Elizabeth Blackwell eventually went back to Europe to continue her education

Elizabeth Blackwell had triumphed over the sexism of the American medical institution — sort of — but even she recognized that it might not be worth the effort to keep pursuing her education in that very unwelcoming environment. According to the Embryo Project, after graduation she decided to go back to England, and then eventually to France where she'd been told they were less hostile towards female physicians.

Blackwell got a job working at a maternity hospital while pursuing her dream of becoming a surgeon. Unfortunately, her plans changed when she was treating an infant with purulent conjunctivitis. While flushing the child's eye out, some of the saline solution splashed into her own eye. Blackwell's colleagues treated her eye aggressively with hourly saline flushes and some other sketchier remedies like face leeches and purgatives, but it didn't save her eyesight. She became blind in that eye, which basically disqualified her from ever becoming a surgeon. 

Blackwell didn't let a little thing like partial blindness deter her, though. She returned to the United Kingdom and got an internship at St. Bartholomew's Hospital in London, where she took up the cause of hand washing. That's right, hand washing, because doctors still weren't aware that it was a good idea to wash their hands between handling a corpse and delivering a baby. Blackwell was way, way ahead of her time.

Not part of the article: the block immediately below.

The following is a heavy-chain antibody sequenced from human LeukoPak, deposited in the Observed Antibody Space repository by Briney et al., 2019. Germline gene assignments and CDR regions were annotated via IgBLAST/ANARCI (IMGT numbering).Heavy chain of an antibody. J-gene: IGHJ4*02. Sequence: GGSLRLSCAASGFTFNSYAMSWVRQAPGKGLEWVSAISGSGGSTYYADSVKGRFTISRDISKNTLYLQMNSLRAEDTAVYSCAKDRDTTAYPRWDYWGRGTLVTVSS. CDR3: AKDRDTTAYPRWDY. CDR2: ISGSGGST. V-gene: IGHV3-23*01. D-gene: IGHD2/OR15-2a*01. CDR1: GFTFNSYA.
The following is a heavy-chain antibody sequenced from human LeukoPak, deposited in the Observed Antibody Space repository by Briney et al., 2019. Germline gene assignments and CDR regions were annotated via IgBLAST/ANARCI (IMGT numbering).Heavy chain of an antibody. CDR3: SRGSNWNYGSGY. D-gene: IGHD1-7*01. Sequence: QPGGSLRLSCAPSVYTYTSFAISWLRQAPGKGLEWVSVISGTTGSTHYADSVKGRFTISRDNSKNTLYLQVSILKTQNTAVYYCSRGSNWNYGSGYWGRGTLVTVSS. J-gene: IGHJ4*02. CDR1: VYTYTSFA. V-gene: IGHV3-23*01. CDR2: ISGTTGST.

Elizabeth Blackwell tried to partner with Florence Nightingale

Unless you count Nurse Ratched, Florence Nightingale is probably the most famous historical nurse. She was the founder of modern nursing, working tirelessly to improve healthcare during a time where healthcare was still pretty brutal and primitive.

Elizabeth Blackwell and Florence Nightingale met in 1850, just after Blackwell became well known for bucking the system with her unconventional medical degree, and just before Nightingale became famous for her tireless work during the Crimean War. According to The Lancet, when they reconnected in 1859, it was because Blackwell hoped to find a female ally in the still very male-dominated world of medicine. Her goal was to establish a women's hospital away from the city, which would employ only women and eventually also support a medical college. Nightingale poo-pooed the idea, believing that a small women's hospital "on a farm in the country" would be too insignificant to bother with. Nightingale later called Blackwell's idea "mischievous jargon" and basically said that women physicians benefited no one except themselves.